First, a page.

New Report Shows Current Patterns of Hospitalization in the United States

Hospital Stays Much Shorter Now than 30 Years Ago

For Release: Wednesday, April 9, 2003

Contact: NCHS Press Office (301) 458-4800


2001 National Hospital Discharge Survey. Advance Data No. 332. 18 pp. (PHS) 2003-1250. pdf icon[PDF – 1.2 MB]

The 32.7 million patients in the nation’s hospitals in 2001 had a much shorter stay on average (4.9 days) than patients hospitalized in 1970 (7.8 days). Over the past three decades, the average length of a hospital stay dropped for all patients, except children, with the most dramatic decrease experienced by elderly patients whose hospital stay in 2001 (5.8 days) was less than half of what it had been in 1970 (12.6 days).

In 2001, most inpatients stayed in the hospital for 3 days or less, 27 percent stayed for 4 to 7 days, and only 16 percent stayed longer than a week, according to a new report, “2001 National Hospital Discharge Survey,” from the Centers for Disease Control and Prevention. The annual hospital survey collects national data on discharges from non-Federal short-stay hospitals in the United States.

In 2001, as in earlier years, the most frequent reason for hospitalization was heart disease, accounting for 4.3 million discharges. While the rate of hospitalization for most conditions has decreased over the past two decades, one condition—congestive heart failure—increased by 62 percent for those 65 and over from 1980 to 2001. This increase reflects the success through drugs and surgery in treating more acute forms of heart disease, such as heart attacks, thus extending the life of many elderly people and making it more likely they will develop a chronic heart problem like congestive heart failure.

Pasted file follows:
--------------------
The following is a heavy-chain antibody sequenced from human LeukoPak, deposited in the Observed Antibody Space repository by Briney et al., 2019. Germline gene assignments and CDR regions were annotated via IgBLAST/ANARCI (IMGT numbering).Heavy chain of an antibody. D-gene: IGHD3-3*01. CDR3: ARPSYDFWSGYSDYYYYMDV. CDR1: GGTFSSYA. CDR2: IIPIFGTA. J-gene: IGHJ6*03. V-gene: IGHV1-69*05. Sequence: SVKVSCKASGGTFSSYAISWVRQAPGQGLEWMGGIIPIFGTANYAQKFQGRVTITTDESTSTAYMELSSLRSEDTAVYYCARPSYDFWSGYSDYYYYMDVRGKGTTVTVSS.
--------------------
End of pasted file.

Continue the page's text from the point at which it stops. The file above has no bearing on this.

Elderly patients made up over 38 percent of the discharges, and used 46 percent of all inpatient days, even though they comprised only 12 percent of the population.

Cardiovascular conditions were associated with a significant portion of the 41 million procedures performed on hospital inpatients in 2001. For men, one-fifth of all procedures were cardiovascular; for women, only 10 percent were cardiovascular. Hospitals performed a million procedures to remove coronary artery obstructions and insert stents, 1.2 million cardiac catheterizations and almost 2 million arteriography and angiocardiography procedures. Just over 300,000 inpatients had coronary artery bypass graft procedures.

Other major reasons for hospitalization were psychoses (1.6 million discharges), pneumonia (1.3 million), cancer (1.2 million), and fractures (1 million). Nearly one-fifth of the hospitalizations for women, 3.8 million, were for childbirth. About a quarter of the 25 million procedures women experienced were obstetrical.

The National Hospital Discharge Survey is conducted by CDC’s National Center for Health Statistics and provides the most up-to-date information on hospitalization in the US. This report can be found on the CDC/NCHS web site.


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